Now, logically, if the second conjunct of Morris’s statement is false, then the entire conjunction is false. But it doesn’t follow that the first conjunt is false. That part of the conjunction is true. And Morris’s comments clearly indicated that he believed its truth is a sufficient condition for Sarah Palin to have fired Monegan if he refused to fire Wooten.

If the trooper had been anyone else than a former brother-in-law, then an ethics probe might never have been started. Who can say? But the grounds for questioning her ethics would certainly have been different, since the findings in the actual probe are tied to the investigators’ judgment that Palin’s behavior was, in some sense, payback. Again, I don’t know the facts, or the evidence that was produced during the probe. But I wouldn’t imagine that Palin’s previous relationship with Wooten would count as sufficient evidence that this was her motive.

What is of interest—because we are in a position to judge based on observation—is the conduct of the press in this matter and the jockeying that will go on among chieftains of the two presidential campaigns. Barack Obama is under closer scrutiny than ever before because of his financial support of ACORN and his relationship with sundry scoundrels. Treatment of the Palin news will be an illuminating test of the objectivity of the “mainstream media.” I make no predictions about what will transpire over the weekend, but if the several prominent news and commentary shows direct more attention to the Palin issue than the Obama probe they themselves should be conducting, it will be very telling.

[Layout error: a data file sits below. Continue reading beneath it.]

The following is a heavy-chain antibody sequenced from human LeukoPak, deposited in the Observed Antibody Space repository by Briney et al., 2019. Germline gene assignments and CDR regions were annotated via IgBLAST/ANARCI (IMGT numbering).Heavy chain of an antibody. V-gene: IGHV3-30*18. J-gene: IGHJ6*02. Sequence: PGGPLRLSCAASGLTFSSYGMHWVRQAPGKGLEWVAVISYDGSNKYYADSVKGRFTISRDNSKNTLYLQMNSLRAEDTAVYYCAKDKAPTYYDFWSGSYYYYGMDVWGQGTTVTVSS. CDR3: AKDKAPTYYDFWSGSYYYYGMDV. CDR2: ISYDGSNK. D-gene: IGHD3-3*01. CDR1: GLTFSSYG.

Is Barack Obama an Ingenue?


That’s what Dick Morris and Eileen McGann seem to be saying, all right:

“Now the Republicans must battle to underscore the threats this country faces, economically and internationally, and that we can’t let an ingenue take over.”

Dick Morris and Eileen McGann :: Townhall.com :: Democrats in Trouble (September 5, 2008)

So what exactly is an “ingenue”?

A reliable authority, The Concise Oxford Dictionary, defines the word this way:

“an innocent or unsophisticated woman,” or an “actress who plays this part”

Barack Obama has been called a lot of things, perhaps including “innocent” and “unsophisticated.” But an “innocent or unsophisticated woman“? That’s one for the records.